Please know, we too are just trying to help you get through this the best way we can, and we don't always know all the details about someone as you may know. So we can only go by what is stated in the person's posts.

I only had your best interest at heart. My very best wishes to you and Mike.

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Thanks Connie. You're right, this is such a roller-coaster ride of emotion and experiences. And, to add to what we're going through, I just lost my twin 3 weeks ago to breast cancer. She had decided on "NO" treatment whatever.

I begged, cried, argued and tried my best to get her to do surgery and chemo, etc. But to no avail and the last 5 months were so difficult on her, I and the family. Even though the last year she had my total support, I don't think she ever felt she had it totally because we didn't support her decision in the beginning.

I don't want to put Mike through the same thing, so I'm again wanting to beg, cry and argue, but not doing so.

I guess my confusing posts shows the emotional struggle and you let me know you understand this roller-coaster I'm on, and that's honest support, probably exactly what I need. Thanks for letting me know I'm not alone in this struggle.

Well, we're off to get the CT simulation test done.

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Sharon,

My mom has emphesema/COPD as well and she was told she could not have surgery to remove her cancer due to her breathing issues. The doc said if she were to ever need any type of surgery there was a good chance she would never come off the vent. (I think that news scared me as much as hearing she had cancer!) She had chemo and radiation, and the docs now consider her in remission. Just wanted to let you know it can be done. Also, have you looked into the possibility of cyberknife? My mom's tumor was too big for cyberknife but it sounds like a very good form of treatment.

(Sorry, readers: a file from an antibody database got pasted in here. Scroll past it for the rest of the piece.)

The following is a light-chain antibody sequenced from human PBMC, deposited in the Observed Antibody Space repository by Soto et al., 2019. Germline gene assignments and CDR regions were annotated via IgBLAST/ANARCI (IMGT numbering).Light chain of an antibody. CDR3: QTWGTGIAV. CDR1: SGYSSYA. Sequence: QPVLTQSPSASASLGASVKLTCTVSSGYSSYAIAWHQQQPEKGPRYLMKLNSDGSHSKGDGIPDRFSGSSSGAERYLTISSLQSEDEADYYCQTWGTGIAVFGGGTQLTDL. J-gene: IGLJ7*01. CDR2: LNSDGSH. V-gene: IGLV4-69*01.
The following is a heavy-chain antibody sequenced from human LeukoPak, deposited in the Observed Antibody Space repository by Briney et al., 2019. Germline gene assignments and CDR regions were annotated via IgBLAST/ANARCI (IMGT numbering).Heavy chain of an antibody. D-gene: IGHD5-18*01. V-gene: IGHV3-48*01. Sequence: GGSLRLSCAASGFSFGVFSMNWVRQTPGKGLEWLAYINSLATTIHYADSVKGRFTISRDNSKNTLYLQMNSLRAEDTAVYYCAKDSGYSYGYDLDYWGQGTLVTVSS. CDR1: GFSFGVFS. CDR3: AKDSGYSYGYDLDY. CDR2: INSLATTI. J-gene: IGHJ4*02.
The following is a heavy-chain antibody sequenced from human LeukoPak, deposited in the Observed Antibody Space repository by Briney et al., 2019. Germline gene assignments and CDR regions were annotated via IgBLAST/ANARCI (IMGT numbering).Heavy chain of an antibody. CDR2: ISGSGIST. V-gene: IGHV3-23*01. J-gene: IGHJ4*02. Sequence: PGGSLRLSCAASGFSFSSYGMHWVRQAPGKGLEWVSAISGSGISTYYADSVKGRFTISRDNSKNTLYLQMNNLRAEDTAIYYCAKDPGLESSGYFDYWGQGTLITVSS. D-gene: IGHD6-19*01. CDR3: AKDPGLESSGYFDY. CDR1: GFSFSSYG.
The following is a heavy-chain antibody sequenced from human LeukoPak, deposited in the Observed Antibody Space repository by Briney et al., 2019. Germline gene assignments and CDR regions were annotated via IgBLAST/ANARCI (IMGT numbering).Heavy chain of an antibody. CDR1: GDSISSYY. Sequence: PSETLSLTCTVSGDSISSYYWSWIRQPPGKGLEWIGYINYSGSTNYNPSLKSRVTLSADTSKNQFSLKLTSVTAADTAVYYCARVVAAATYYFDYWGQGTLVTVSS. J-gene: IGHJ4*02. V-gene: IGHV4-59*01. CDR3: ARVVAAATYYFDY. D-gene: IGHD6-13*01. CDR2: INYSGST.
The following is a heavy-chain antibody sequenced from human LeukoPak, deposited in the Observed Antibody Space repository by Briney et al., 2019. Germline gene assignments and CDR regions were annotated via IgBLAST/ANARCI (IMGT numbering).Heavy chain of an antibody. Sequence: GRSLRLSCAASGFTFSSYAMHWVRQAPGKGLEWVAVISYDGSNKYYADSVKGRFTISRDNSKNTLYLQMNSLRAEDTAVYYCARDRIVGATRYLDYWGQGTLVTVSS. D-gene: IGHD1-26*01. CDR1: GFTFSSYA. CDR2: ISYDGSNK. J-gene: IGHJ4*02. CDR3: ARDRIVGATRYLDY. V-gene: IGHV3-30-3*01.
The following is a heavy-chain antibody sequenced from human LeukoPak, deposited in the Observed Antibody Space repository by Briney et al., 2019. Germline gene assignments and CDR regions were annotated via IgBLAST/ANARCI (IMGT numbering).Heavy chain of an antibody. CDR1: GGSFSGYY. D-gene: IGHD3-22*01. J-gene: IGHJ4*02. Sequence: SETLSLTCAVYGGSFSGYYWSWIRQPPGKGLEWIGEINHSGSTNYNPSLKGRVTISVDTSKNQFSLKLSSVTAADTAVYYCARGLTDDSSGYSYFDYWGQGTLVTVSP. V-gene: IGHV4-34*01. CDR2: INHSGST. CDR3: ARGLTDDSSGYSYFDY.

And you know what...no matter shat decision is made, you are not to blame and he is not to blame. It is what it is. It is his decision to make and as caregivers we can give advice but utlimately we just need to be there to support them in any decision made.

Hang in there!

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Thank you Littlegirl, that helps.

Yes, we've checked into cyberknife and almost got it, but found out that, a big if, our insurance company OK'd it (and they NEVER have yet), the cost to us would be a minimum of $25,000, probably more like $60,000.

I guess it's just hard knowing he's not going to do surgery.

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MM,

I was in your shoes not too long ago and told my husband I would support him no matter what he decided. He was lucky to be a surgical candidate. I reminded him that his best shot at beating it and being around to help raise our children was surgery. My husband has COPD and quite a bit of lung damage but his pulmonary function was good enough to withstand losing a lobe. He recently had surgery on his other lung (yes another thoracotomy-matching scars) and it has been challanging but he is doing ok. He did have radiation and chemo after his surgery. The good news is that this June will be 2 years from the original diagnosis and his last scans in Oct. were clean.

I know this is a difficult position to be in. He needs to trust his doctor (especially the surgeon). They won't operate if they think it will make him worse. They want to give him the best chance for a cure.

Feel free to pm me if you need to talk.

Mendy

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At the risk of sounding less than sensitive:

I suppose I understand the fear that one might have of surgery given a prior bad experience---But really, your husband has a rare opportunity to go for cure, which the vast majority of people diagnosed with lung cancer don't get (my dad didn't).